- Set in England - check
- About the monarchy - check
- Just before and at the beginning of, the Second World war - check
- Starring Michael Gambon (Cranford), Geoffrey Rush, Jennifer Ehle (Pride and Prejudice!), Helena Bonham Carter (A Room with a View) and, oh, yes, Colin Firth.
It was like someone had looked in my favorite things notebook or something. OK, I know, that's silly. But seriously, the only way this movie could be more up my alley is if Jane Austen wrote the screenplay.
The story is real: King George V is getting up in years. His heir is his oldest son, known to the family as David (the future King Edward VIII). His second son is the Duke of York, known to his family as Bertie.The oldest son is the golden boy, beloved by the press, brought up to be King. The second is son is quiet, devoted to his family and afflicted with a speech impairment that makes any sort of public appearance or obligation torturous.
Unfortunately for his family and his country, David was apparently not interested in subjugating his own desires to those of honor or duty. Which leaves...Bertie. (And, consequently in line to the throne, his daughter, the current Queen Elizabeth II)
Since David had not married, nor produced an heir, it seems maybe the Duke of York ought to have been preparing for the eventuality that confronts him.
The movie is about helping the future King George VI find his voice, yes, but it's also about duty, honor, and courage.
Courage is not the absence of fear, but rather the judgment that something else is more important than fear. -- Ambrose RedmoonColin Firth is, as I expected, absolutely brilliant in this role. He brings the man to life and makes his stammer much more than just a affectation of an actor. (I found myself echoing George V: "Just get it out, man!") The audience feels badly for the king, you want the unorthodox methods to work.
Helena Bonham Carter dials it down in this film. She sparkles quietly, acting in a much understated fashion compared to what one is accustomed to seeing from her.
Geoffrey Rush is his usual scene stealing self. Michael Gambon so inhabits the role of George V (actually onscreen only a scant few minutes) you easily understand Bertie's equal parts awe, fear, respect and love of his father.
The weakest point, to my mind, is the unfortunate casting for Winston Churchill. Timothy Spall (Mr. Venus in the BBC adaptation of Our Mutual Friend) is not a good fit (one reviewer called him toad like, perhaps rat might be a better description considering Mr. Spall's role as Peter Pettigrew in the Harry Potter movies) and does not capture the wit or the gravity of Mr. Churchill. (I am willing to excuse this, however, considering the fact that if someone could actually capture Mr. Churchill's magic in a movie, the movie would then be about Churchill and not anything or anyone else.)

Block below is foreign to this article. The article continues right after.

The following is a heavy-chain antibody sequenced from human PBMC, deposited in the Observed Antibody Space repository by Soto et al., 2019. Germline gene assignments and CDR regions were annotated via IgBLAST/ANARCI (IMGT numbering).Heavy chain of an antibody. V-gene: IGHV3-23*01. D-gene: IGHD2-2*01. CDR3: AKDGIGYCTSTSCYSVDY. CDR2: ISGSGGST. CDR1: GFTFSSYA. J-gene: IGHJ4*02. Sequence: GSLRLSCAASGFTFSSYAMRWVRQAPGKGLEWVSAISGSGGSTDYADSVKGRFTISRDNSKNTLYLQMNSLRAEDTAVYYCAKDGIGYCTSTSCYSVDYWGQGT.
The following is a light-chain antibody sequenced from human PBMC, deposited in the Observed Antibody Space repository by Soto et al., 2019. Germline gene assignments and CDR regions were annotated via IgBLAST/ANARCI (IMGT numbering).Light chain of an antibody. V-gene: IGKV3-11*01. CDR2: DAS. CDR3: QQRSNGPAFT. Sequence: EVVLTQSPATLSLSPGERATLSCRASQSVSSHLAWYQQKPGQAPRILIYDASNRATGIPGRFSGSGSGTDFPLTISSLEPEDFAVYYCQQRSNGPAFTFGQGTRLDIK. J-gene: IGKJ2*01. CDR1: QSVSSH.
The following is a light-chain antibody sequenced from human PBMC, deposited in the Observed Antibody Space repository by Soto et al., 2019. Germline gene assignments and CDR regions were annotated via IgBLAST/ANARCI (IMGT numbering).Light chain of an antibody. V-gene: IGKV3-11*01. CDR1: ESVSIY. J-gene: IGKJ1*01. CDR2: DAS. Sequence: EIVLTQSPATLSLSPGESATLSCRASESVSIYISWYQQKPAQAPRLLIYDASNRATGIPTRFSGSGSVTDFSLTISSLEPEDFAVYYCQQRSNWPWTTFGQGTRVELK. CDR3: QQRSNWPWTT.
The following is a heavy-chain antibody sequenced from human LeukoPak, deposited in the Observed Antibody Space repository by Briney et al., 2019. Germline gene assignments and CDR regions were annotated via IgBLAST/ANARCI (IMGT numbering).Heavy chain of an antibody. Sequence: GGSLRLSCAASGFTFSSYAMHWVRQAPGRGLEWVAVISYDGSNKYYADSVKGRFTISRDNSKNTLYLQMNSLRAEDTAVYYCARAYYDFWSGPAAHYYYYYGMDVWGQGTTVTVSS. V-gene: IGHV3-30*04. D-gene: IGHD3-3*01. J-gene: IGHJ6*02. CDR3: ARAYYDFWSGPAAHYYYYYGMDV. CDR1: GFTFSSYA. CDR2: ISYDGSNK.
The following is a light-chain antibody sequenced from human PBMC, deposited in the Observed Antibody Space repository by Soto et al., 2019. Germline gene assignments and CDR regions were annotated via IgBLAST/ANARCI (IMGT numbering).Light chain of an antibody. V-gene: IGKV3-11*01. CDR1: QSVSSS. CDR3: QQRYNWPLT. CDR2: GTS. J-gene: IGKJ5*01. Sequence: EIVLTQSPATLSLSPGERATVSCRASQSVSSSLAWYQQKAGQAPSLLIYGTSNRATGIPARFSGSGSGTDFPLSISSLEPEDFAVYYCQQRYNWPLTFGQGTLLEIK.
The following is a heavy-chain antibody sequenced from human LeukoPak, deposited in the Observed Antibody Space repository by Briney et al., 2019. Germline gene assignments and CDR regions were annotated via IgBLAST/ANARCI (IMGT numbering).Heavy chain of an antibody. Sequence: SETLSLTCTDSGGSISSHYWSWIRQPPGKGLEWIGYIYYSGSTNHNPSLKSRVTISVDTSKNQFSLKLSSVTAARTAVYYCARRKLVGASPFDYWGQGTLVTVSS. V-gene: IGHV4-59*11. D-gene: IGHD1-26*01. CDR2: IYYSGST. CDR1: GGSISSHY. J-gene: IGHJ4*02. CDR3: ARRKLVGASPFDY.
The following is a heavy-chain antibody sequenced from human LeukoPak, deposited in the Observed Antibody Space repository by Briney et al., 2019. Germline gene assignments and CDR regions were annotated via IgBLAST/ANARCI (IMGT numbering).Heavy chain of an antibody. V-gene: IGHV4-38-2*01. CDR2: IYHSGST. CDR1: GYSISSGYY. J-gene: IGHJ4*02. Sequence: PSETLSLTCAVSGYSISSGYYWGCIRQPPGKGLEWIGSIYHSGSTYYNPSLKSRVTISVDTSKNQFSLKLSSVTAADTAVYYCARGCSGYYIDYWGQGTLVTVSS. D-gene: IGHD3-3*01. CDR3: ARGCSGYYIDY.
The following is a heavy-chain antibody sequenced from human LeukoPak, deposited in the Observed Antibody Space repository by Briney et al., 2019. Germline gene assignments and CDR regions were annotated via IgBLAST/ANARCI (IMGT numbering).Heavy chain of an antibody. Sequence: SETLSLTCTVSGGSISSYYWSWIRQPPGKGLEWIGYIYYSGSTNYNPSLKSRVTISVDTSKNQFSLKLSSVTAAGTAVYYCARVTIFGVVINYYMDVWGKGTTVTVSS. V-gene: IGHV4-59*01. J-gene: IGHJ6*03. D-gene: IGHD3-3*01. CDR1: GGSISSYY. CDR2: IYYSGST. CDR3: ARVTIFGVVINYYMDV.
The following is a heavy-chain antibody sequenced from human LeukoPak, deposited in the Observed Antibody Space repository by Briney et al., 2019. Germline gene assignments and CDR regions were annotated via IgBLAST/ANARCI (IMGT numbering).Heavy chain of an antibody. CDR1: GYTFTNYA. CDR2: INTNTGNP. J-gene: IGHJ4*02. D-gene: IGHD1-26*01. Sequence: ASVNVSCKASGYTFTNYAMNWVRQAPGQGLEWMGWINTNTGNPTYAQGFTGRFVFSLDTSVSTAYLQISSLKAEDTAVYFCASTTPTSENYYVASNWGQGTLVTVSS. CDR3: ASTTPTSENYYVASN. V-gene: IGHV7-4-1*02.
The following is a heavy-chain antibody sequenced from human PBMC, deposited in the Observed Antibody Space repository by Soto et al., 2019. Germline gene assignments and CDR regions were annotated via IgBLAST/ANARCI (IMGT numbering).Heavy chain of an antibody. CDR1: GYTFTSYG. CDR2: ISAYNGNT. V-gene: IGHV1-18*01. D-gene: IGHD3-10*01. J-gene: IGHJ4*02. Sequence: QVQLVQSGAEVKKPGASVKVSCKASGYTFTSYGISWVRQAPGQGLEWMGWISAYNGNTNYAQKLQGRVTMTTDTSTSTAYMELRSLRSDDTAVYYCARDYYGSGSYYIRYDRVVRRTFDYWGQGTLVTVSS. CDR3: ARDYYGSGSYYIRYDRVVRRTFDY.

The wit is dry; the pace steady. There are no blatant s** scenes, no nudity, no violence and the one and only reason this film is rated R is because twice there is a long string of profanity. It is not spread throughout the movie (as so many action movies seem to do) and it is understandable (however unfortunate) in context. Without that I would have no objection in allowing my 9 yr old daughter to watch the film - it is uplifting without being saccharine and entertaining without being mindless.
Philip and I both found it depressing that he had to explain to the teenager behind the cash register at the movie theater what the movie was about. Apparently this boy had even asked his manager and he didn't know either. There was no poster up outside the theater. The movie was shown in the smallest theater in the back of the complex. Philip and I were easily the youngest folks in the room. It seems odd for such a deserving movie to be getting such treatment. Maybe that's not representation for the entire country: it is a gem of a film and deserves each and every award it receives.
The King's Speech official site, if you want to find out more.